Versioning is an important and one of the rather tricky aspects of software development. Simply put, versioning assigns a unique number that identifies a specific package or release. This post will look into a popular versioning method called Semantic Versioning.

What is Semantic Versioning?

Semantic Versioning is a popular versioning scheme that mainly uses a three-part version number. The version number is in the following format (there are pre-release versions as well, which we will look into in detail later):


For example, if the version number is 2.3.54, the individual parts would mean:

  • 2: Major version
  • 3: Minor version
  • 54: Patch version

The rule of thumb when it comes to incrementing these numbers is:

Major version

The major version number is incremented when you make incompatible changes.


  • You removed an entire public class from a NuGet package
  • You changed the parameters that the API endpoint accepts

Minor version

The minor version is incremented when you add new functionality in a backwards-compatible manner.


  • You add a new endpoint to a public API
  • You add a new parameter to a method with a default value so that old consumer can still call the method without breaking it.

Patch version

The Patch version is incremented when making backwards-compatible fixes.


  • You fixed a bug without making backwards-incompatible changes


In addition to the major, minor and patch versions, we may want to use pre-release versions. This would indicate that the product is not finalized. Examples of pre-release versions:







All the examples above are pre-release versions and are ordered from the lowest precedence to the highest one.

Please note semantic versioning has no knowledge of the words “alpha”, “beta”, or “rc”. The comparison is purely made by alphabetical order for non-numeric versions.

Build metadata

In addition to all the release and pre-release versions, we can also use extra metadata by using a plus sign (+) as a separator. This part is not used in precedence calculations and has informational purposes only. The metadata that follows the plus sign can be a series of dot-separated identifier lists.

For example, a version number with build metadata could look like this:

2.1.5+20220531 // Append the date of the release

1.8-beta+sha.a4b5d6 // Append a hash value of the package


How about refactoring? It’s not a significant breaking change, and you don’t add new functionality. Also, it doesn’t count as bug fixes. It might help prevent bugs from being introduced in the future, but it doesn’t strictly count as fixing anything.

We can find the answer in the Semantic Versioning specs:

Patch version Z (x.y.Z | x > 0) MUST be incremented if only backwards compatible bug fixes are introduced. A bug fix is defined as an internal change that fixes incorrect behavior.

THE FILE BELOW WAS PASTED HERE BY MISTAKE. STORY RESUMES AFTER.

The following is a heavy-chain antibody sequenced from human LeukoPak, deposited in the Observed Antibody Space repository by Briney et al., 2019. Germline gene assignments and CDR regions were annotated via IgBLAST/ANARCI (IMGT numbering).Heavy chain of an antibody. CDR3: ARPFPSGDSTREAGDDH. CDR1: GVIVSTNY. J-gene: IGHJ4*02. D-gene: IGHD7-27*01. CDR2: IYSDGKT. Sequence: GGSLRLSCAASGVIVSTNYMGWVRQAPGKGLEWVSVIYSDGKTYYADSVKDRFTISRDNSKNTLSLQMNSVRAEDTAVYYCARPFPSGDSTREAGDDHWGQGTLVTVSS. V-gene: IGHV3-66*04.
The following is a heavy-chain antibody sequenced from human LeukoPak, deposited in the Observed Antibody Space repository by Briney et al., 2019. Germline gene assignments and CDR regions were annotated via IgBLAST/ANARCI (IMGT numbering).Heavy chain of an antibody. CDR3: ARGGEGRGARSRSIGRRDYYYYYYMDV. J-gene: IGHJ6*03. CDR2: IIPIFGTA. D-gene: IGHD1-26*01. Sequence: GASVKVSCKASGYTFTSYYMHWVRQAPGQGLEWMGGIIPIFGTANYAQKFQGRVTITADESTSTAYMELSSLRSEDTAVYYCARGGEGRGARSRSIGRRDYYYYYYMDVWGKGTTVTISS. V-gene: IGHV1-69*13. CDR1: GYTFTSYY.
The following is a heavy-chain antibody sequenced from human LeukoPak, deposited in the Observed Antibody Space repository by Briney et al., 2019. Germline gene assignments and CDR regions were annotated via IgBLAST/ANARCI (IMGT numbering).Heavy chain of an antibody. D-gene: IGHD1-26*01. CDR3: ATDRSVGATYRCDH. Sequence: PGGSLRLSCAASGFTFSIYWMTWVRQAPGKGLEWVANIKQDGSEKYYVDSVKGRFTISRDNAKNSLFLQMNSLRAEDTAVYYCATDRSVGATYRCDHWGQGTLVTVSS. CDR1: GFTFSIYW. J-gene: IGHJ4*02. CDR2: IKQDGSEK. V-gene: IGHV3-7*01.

So if you change the code for whatever reason, you must at least increment the patch version to maintain the uniqueness of the package/release.

Front-end Versioning

A common question and debated issue is how to version front-ends. The Semantic Versioning specification is all about “API changes”. API in this context can refer to a HTTP API or a package (NuGet, npm, Maven etc.).

Front-ends are consumed by end-users, and they are not consumed by other software.

By saying not consumed by other software, I’m not counting the web scrapers. When you develop a front-end page, you don’t make a contract with an external tool whose goal is to scrape data from your page. Most likely, it happens without your consent. Therefore, if you make a change in your markup that breaks web scrapers, it doesn’t constitute breaking change in an API.

Defining a “breaking change” in a front-end is not easy. For example, if you move functionality to another page, it might be seen as a breaking change as some users might fail to find the new location of the functionality. Does this mean that you should increment the major version? If you did, what would that mean to the end-users? They still need to use the application/website like before. When interacting with actual human users, version numbers don’t mean much.

Users don’t care about your versions

The only exception I can think of is a complete project overhaul. If everything changes so drastically, you may choose to refer to it as version 2.0 of your application.

Other than that, I’d argue the best way to handle changes in a user-facing application is by leveraging changelogs.

When a user logs in, you can display them a nice little pop-up and briefly explain the key things that changed. Some more complicated changes might need some interactive walkthroughs etc. The main point is, that a user doesn’t want to or need to know that you deployed 2.10.24 version of your application. So show them how it affects their experience and leave the technical details out.


Semantic Versioning is a very popular versioning scheme as it’s simple and flexible. Some aspects are debatable whether or not it should be used, such as front-end versioning, but this doesn’t mean that it does a good job most of the time. We also discussed how to handle versioning in user-facing applications.


Categories: programming

Volkan Paksoy

Volkan Paksoy is a software developer with more than 15 years of experience, focusing mostly on C# and AWS. He’s a home lab and self-hosting fan who loves to spend his personal time developing hobby projects with Raspberry Pi, Arduino, LEGO and everything in-between.